Dr Steve Unwin, organiser of the PASA Veterinary Workshop in Kenya, briefs delegates
before formal sessions start
Both the conservation and the welfare of these species is promoted by ensuring that sick, injured and orphaned animals receive appropriate care and, whenever possible, are returned to the wild. A Workshop on this topic held in Diani, on the South Coast of Kenya, from 3rd - 7th November 2014, brought together veterinarians and primatologists from the Democratic Republic of Congo (DRC), Congo Brazzaville, Nigeria, Cameroon, Rwanda, Uganda, Kenya, South Africa and Brazil as well as several European countries and the USA. The Workshop was hosted by Colobus Conservation (a Kenya-based NGO, http://www.colobusconservation.org/), at the premises of which practical work took place, while most of the lectures were delivered in the luxuriant setting of Diani Sea Resort Hotel .
This Workshop was organised by the Pan African Sanctuary Alliance (PASA), which has members throughout Africa. PASA sanctuaries provide care for more than 3,000 chimpanzees, gorillas, bonobos and thousands of other primates and endeavour to return these displaced animals to the wild or to maintain them in groups for captive-breeding and subsequent release of offspring.
Professor John Cooper and Dr Helene De Nys perform a post-mortem examination of a colobus monkey,
wearing protective clothing to minimise the spread of pathogenic organisms that may cause disease in humans
A free-living colobus interacts with one in a cage that is undergoing care with a view to final release
Many of those attending the Workshop are involved not only in the veterinary care of captive monkeys and apes but also in the investigation of morbidity and mortality in free-living wild animals. This often necessitates the use of portable field equipment and a display of such items, ranging from lightweight spatulae and plastic Coplin staining jars, to the new battery-operated “Newton” microscope, attracted considerable interest. While the primary language used in the Workshop was English, the presence of delegates from several African countries, as well as from continental Europe, necessitated the use of both French and Swahili in lectures and practical classes.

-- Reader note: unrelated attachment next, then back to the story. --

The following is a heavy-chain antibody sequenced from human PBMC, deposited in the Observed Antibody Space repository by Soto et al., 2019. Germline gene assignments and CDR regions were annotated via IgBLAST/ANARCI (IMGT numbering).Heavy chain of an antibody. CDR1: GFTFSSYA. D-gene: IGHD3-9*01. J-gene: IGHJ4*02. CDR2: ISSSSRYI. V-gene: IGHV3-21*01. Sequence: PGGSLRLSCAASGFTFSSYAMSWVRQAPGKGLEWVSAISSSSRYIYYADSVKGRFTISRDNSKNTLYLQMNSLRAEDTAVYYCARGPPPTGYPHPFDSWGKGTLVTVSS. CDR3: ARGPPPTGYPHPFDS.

The black and white colobus monkey, Colobus angolensis palliatus, which is found in both
Kenya and Tanzania and is the focus of the conservation and rehabilitationwork carried
out by Colobus Conservation in Diani.
Mrs Margaret Cooper discusses the use of portable field equipment, withparticular reference to
health and safety precautions
All the work carried out in sanctuaries and in the field by veterinarians and primatologists requires a legal and ethical framework and this was discussed in both lectures and practical sessions. Depending on the country involved, legal considerations may include the need to obtain the correct permits to move samples from one country to another, health and safety, and registration as a veterinary surgeon/veterinarian by the country’s professional body.
The PASA Workshop held in Kenya in November hosted by Colobus Conservation, played an important part in providing up-to-date training for Africans and others in the veterinary care and conservation of our nearest relatives, all of which need help if they are to survive.
John E Cooper
Margaret E Cooper